Farewell!

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This is my final blog post as a CCEPS Fellow. This semester
I’ve had the privilege and pleasure of archiving the Ethel M. Reed Papers, a
process that is almost finished. I’m going to finish entering everything into
Archivists’ Toolkit (finally!) and then I’ll be done!

It’s been a great semester and I have learned quite a lot. I
knew pretty much absolutely nothing when I started back in January, and now I’m
a budding archivist. I learned not only about the physical preservation necessary
for keeping the collection in good condition (all that Mylar sleeve-ing) but
also the intellectual organization of the collection, to make it useful for a
future researcher (all that reordering of my folders of Ethel and Nancy’s
documents). And now, I’m putting it all into AT so that it can be posted online
and used by researchers in the future.

Also, I realized that I was going to post sometime about
Nancy’s work as a chemist, and I completely forgot. Nancy graduate from Pomona
College in 1944 with a degree in chemistry. She worked for the War Department
during WW II with another scientist who was working to better preserve food for
soldiers. Check out the photo below–there’s some serious science happening.

IMG_5846.JPG

There are problems and issues of all kinds related to equality
of women in STEM fields in our own day and age. I can only imagine what it
would have been like in the 1940s and 50s. Also, Ethel never married and
adopted and raised Nancy by herself. I feel honored to have been able to
process the documents of these women.

This Fellowship has been a fantastic hands-on learning
experience. My eternal gratitude goes to Lisa, for helping me throughout this
semester and always answering my questions. I’ll be starting a job full-time in
the fall, but this Fellowship has made me consider going back to school for
archival studies or a related field. 


Farewell!

Tamara Savage, CCEPS Fellow Spring 2015

Almost There!

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            I have (finally!)
officially finished foldering and labeling everything. All of Ethel’s diaries,
all of Nancy’s artwork and memorabilia from France, two scrapbooks, a
collection of historical documents, and other miscellany. Below are pictures of
my three doc boxes and a close-up of all of the labeled folders in one box.

IMG_2281 - Version 2.JPG

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            This coming
week, I’ll be putting everything into AT (and taking finals) and presenting on
my work as a CCEPS Fellow this past semester.  

 

            Cheers!

 

            Tamara

The End is Approaching!

As the title of this post suggests, I’m approaching being
done organizing and foldering my collection. I have nearly everything sorted,
and I just need to label the folders and decide which boxes they will go in. I
have a few things that are in the oversized box that can be taken out (as they
aren’t that big), but that’s it for the physical stuff (I think)!

Next week I’ll be finishing up and starting to enter
everything into Archivists’ Toolkit.

Here’s another action shot–I’ve since moved to a larger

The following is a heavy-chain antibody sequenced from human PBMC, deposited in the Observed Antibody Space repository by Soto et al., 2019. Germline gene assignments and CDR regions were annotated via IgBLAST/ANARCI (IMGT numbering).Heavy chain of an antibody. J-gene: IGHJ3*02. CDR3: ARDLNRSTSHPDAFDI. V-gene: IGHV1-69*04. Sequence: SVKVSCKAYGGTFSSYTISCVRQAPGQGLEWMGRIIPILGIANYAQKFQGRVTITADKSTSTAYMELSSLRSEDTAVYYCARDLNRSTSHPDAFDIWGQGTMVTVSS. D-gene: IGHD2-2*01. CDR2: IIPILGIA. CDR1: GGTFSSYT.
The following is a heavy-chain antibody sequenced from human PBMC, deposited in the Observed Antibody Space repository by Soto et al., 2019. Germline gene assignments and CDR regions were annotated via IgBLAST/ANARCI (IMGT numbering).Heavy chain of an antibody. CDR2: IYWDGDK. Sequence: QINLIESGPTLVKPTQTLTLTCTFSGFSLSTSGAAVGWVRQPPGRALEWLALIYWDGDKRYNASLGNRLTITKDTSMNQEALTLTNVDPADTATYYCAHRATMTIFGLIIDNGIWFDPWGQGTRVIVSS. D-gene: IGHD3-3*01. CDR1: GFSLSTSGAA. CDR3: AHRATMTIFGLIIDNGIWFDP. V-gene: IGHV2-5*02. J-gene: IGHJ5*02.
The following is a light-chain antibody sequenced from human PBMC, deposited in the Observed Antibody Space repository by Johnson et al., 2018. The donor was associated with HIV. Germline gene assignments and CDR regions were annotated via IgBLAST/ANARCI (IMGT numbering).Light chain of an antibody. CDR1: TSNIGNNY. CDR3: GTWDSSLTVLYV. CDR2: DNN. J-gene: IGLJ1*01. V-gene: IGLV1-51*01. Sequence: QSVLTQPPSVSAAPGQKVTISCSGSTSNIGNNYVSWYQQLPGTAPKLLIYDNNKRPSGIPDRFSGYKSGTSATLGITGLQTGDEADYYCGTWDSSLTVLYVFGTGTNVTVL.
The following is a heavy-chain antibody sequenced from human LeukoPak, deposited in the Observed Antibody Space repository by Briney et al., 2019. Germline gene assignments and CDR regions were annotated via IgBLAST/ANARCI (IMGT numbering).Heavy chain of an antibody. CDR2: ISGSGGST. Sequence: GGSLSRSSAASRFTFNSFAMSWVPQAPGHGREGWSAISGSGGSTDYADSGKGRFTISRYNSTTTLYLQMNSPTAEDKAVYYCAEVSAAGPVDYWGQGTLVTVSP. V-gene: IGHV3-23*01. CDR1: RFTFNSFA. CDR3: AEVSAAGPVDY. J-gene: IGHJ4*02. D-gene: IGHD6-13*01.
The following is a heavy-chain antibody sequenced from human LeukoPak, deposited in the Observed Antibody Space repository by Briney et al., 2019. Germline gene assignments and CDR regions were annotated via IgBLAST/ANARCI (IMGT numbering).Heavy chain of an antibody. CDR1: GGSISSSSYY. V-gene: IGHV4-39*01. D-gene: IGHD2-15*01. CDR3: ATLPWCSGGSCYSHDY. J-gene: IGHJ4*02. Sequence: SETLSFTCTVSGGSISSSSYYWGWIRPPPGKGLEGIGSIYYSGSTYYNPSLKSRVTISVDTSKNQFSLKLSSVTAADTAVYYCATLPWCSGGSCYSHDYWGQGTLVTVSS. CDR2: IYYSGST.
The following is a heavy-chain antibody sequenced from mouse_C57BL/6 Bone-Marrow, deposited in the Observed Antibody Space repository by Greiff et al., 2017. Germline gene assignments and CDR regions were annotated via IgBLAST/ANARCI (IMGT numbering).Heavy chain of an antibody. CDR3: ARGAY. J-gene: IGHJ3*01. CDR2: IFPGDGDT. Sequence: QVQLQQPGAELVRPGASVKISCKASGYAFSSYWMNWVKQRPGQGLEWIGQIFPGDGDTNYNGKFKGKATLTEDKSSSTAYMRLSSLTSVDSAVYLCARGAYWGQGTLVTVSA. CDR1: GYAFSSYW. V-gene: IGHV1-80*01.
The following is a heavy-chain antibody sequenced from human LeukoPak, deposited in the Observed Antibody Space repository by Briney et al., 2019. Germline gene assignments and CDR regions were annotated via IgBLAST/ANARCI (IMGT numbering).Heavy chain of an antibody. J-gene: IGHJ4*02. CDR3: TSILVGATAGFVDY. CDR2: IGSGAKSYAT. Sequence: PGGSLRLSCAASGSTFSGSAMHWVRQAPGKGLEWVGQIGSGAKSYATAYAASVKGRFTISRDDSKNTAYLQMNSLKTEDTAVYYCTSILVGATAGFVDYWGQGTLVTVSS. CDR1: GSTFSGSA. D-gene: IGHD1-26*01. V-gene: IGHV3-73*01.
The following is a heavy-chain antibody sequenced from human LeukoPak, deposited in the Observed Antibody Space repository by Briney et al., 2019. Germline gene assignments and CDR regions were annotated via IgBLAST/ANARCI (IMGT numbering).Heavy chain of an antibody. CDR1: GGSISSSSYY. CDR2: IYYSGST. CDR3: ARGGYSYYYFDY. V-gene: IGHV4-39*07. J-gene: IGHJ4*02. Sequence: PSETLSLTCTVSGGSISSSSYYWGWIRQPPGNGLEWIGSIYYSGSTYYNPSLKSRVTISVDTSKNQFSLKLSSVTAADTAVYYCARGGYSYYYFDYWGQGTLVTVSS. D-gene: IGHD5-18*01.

table. As you can see, this one is a bit small.

IMG_5812 - Version 2.JPG

 

Until next week!

 

Still Archiving!

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I’m still organizing, sleeving, enveloping, and otherwise archiving
Ethel and Nancy’s documents. I’ve come across more old family documents, some
from as early as the time of the Civil War, which is pretty cool.

My somewhat-OCD impulses have gotten the better of me, and I’m
rearranging things to try to have a more reasonable physical order, as well as
a good archival order. Some of the main categories I’m using are older family/historical
documents, Nancy’s artwork, and Nancy’s time in France. I’m also dividing up a
few folders that were stuffed past capacity into much thinner folders, so none
of the many photos get warped as they sit in the boxes. Once everything is
satisfactorily organized, I’ll number all of the folders at the same time.

Below is an old family photo. There are no names or a date
on the back, but someone wrote, “Spoiled print but will give you an idea.” I’m not
sure if this is referring to a less-than-quality development of the photo (it
looks pretty good to me, especially give how old it probably is) or the fact
that no one except the young girl in the middle is looking anywhere near the
camera. Anyway, I just thought it was a sort of funny and candid picture,
especially since it was with a bunch of formal family portraits in which everyone
looks very serious.

IMG_5817 - Version 2.JPG

Next week I’m (still) going to try to finish up with the doc
boxes and get started with entering everything into Archivists’ Toolkit. 

So Many Mylar Sleeves

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This week, I continued to organize, folder, and sleeve the
contents of the three doc boxes I’ve been working on. I Mylar sleeved about 140
little photos… I got the hang of it after maybe 20 or so, and it went pretty
quickly after that. Most of the pictures were from Nancy’s time in France.
There’s a sampling of the photos (note how beautifully they’ve been sleeved) in
the photo below.

IMG_5814 - Version 2.JPG

Nancy also had a second scrapbook, which has photos from
when she was a child and also when she was much older. And of course, photos of
cats!

Next week I’m going to try to finish up with the doc boxes
and get started with entering everything into Archivists’ Toolkit. 

Even Further Adventures in Archiving

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I spent most of this week sorting and deciding how to
organize the contents of the last three doc boxes. Most of the remaining
documents are Nancy’s artwork, as well as a few family documents. I learned how
to use envelopes within folders, which has made organizing small, loose things
like photographs way easier.

Lisa and I walked through entering everything into
Archivists’ Toolkit, so I would have a better idea of how the collection would
be presented to researchers. That was really helpful, and I think I have a
decent idea of how I’ll organize the last few doc boxes. I’ve also started
gathering info for the bio that I’ll eventually put up on Archivists’ Toolkit.

I’m going to folder Nancy’s artwork by medium, as there aren’t
enough dates for chronology to be very useful. She has scrapbooks, picture
books, pastels, pencil and pen sketches, a few oil paintings, and mementos of